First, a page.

In 2008, I co-founded a personal injury firm with my partner Graham Sutliff. When we started our insight into the world of internet marketing and SEO was limited to knowing we needed a website that was, preferably, on the first page of Google.
While I might play an uber-techie at work, I really depend upon much smarter and techier people than me to make sense out of all this stuff flying at me on a daily (hourly) basis. For instance, one of my go-to smarties is Jayne Navarre for all things digital technology in the legal space.
I’m lucky to know some really cool and smart people out “there.” These really cool and smart people have individual thoughts and opinions, sometimes contrary to what the other really smart and cool people think, believe, and hold dear. I like hanging out…
I’m at the Hildebrandt/West LegalEdcenter “Social and Digital Media for Law Firms 2012” conference. Lots of great content.
But the BEST thing I have heard today came from my buddy Amy Knapp, Knapp Marketing (@knappmarketing).
We’re talking about the ol’ hub & spoke. Website (for me the blogs) in the center, with Facebook, LinkedIn, Twitter,…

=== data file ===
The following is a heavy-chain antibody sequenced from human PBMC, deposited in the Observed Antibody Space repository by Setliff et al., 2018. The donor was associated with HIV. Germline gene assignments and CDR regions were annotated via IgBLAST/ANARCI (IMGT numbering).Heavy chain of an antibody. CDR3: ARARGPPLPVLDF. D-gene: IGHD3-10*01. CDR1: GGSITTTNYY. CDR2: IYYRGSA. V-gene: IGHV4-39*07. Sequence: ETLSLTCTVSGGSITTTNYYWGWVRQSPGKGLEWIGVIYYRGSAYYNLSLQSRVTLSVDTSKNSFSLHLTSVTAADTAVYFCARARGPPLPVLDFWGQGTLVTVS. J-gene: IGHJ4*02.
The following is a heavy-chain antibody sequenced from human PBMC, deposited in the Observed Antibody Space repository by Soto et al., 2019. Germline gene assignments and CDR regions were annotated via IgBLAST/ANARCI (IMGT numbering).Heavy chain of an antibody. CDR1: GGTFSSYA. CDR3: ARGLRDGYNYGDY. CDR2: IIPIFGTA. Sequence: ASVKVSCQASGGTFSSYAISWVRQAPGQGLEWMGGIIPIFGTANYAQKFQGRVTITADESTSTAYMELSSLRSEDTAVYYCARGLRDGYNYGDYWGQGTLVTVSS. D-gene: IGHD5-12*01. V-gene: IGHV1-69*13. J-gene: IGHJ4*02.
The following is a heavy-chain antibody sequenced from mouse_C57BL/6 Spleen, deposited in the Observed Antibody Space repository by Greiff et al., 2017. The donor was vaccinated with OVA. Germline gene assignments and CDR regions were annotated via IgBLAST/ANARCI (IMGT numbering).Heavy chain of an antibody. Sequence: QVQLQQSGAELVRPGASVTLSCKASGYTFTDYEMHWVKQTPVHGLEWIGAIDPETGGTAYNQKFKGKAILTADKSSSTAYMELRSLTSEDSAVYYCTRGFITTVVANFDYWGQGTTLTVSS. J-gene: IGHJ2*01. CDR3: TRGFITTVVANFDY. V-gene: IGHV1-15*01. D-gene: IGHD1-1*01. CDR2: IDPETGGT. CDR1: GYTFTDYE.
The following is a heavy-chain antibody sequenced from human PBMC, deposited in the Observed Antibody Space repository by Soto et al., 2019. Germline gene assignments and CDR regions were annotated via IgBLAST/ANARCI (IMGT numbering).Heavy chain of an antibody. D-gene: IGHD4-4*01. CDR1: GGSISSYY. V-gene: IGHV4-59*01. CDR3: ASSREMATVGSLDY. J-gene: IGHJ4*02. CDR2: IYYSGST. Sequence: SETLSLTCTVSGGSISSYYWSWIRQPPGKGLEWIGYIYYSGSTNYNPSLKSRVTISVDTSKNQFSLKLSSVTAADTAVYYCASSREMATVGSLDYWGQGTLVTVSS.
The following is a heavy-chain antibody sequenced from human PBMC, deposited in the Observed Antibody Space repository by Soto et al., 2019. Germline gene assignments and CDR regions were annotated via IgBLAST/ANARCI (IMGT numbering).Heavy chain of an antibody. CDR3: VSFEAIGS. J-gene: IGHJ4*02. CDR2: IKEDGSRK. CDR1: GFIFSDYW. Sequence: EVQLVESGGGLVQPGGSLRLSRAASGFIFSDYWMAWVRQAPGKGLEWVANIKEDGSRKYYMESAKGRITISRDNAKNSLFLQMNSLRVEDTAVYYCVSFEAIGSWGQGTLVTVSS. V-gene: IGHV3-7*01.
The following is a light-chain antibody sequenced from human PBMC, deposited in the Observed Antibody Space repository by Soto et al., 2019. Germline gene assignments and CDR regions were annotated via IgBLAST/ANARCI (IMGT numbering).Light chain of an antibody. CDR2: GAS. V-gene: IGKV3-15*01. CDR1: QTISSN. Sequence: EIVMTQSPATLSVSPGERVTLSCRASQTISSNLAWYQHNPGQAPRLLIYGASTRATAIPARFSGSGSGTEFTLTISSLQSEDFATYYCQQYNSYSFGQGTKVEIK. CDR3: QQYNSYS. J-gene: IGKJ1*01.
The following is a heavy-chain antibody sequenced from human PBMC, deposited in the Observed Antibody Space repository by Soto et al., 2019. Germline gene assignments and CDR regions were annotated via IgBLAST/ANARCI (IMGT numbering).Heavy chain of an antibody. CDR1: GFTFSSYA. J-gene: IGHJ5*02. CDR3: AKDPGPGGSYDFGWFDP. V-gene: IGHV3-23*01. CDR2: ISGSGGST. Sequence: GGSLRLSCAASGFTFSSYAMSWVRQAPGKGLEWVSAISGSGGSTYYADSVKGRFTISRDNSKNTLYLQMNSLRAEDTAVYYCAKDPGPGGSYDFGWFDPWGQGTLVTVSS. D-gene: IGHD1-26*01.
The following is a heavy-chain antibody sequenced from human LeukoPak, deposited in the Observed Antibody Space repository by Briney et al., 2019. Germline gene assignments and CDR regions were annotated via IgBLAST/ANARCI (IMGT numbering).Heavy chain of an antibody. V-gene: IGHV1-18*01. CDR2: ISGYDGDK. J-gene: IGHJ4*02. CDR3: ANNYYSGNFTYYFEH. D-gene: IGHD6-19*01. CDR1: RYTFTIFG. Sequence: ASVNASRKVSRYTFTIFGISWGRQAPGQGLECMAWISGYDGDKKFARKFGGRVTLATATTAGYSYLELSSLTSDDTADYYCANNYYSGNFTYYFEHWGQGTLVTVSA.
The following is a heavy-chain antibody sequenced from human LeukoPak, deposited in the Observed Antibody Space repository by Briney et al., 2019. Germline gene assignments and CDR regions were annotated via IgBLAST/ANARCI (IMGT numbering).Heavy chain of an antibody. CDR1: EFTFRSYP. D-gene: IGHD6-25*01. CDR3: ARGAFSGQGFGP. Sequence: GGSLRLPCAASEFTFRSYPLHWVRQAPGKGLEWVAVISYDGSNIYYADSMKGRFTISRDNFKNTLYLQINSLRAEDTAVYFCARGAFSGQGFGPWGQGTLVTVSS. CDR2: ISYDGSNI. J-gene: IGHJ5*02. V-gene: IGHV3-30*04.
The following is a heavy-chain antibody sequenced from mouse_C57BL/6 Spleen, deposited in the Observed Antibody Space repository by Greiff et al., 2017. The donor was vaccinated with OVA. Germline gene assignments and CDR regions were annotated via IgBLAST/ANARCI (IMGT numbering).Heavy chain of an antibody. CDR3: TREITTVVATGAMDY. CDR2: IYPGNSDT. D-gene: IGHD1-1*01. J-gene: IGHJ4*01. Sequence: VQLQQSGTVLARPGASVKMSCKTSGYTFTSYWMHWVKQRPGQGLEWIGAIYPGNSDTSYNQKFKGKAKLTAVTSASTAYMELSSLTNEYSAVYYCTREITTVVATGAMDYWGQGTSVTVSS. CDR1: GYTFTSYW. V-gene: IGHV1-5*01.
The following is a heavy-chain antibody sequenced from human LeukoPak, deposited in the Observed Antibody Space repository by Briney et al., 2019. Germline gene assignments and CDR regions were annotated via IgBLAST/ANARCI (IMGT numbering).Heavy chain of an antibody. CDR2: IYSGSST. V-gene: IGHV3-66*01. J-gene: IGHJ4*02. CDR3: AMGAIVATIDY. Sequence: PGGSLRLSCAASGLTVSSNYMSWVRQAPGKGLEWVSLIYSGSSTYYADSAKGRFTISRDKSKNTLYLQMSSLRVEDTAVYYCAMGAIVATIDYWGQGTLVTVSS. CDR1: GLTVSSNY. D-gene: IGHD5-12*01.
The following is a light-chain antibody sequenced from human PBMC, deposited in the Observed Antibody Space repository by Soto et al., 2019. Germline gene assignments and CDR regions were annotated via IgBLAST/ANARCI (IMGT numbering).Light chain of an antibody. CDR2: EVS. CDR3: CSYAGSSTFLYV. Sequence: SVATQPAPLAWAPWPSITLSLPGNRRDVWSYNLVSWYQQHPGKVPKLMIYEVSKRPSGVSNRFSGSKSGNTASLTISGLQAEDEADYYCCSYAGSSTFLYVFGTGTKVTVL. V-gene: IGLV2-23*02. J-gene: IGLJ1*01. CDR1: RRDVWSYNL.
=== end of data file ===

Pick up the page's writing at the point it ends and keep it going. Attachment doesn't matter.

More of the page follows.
OK. I play the G+ game, but that’s really what it is. A game which I’ll explain below.
I ran across this story, Facebook Gets Pluses From Google’s Mounting Minuses, via my Google Reader (which I can no longer share with you) today.
I have to admit, I didn’t read the article too carefully…
As I mentioned here, I was invited to participate on a panel at the Legal Marketing Association-Bay Area Chapter’s 12th Annual Technology Program on a panel, Beyond Print: Moving Marketing Communications into the Audio and Video Realms.
The panel was moderated by Jen Klein from Blattel, and included Joe Calve, CMO, MoFo; Brian Colucci, Director of Marketing, Townsend; and Dave Pistoni, Principal and Creative Director, doubledave (great company name, by the way).
First of all, kudos for Jen leading a great session. We had our notes, our questions, who was going to take the lead when and where. But we collectively agreed to let the audience drive the content. Come on. We can talk AT you and tell you what WE think you want to hear as an audience member, or we can actually discern what YOU want to hear and respond accordingly.
Jen asked the first questions, then we, as a panel, began interacting with the audience.
Sometimes the questions came from Jen, sometimes the audience, sometimes the audience were talking amongst themselves, sharing their experiences. It allowed for a lot of energy, and as we (the panel), discussed afterward that we all LEARNED something too. I got some great ideas, and left the room more energized than I was when I arrived.
After the jump, I’m going to pull a few of her comments out, and elaborate.
Continue Reading Beyond Print … Marketing Communications Continues to Evolve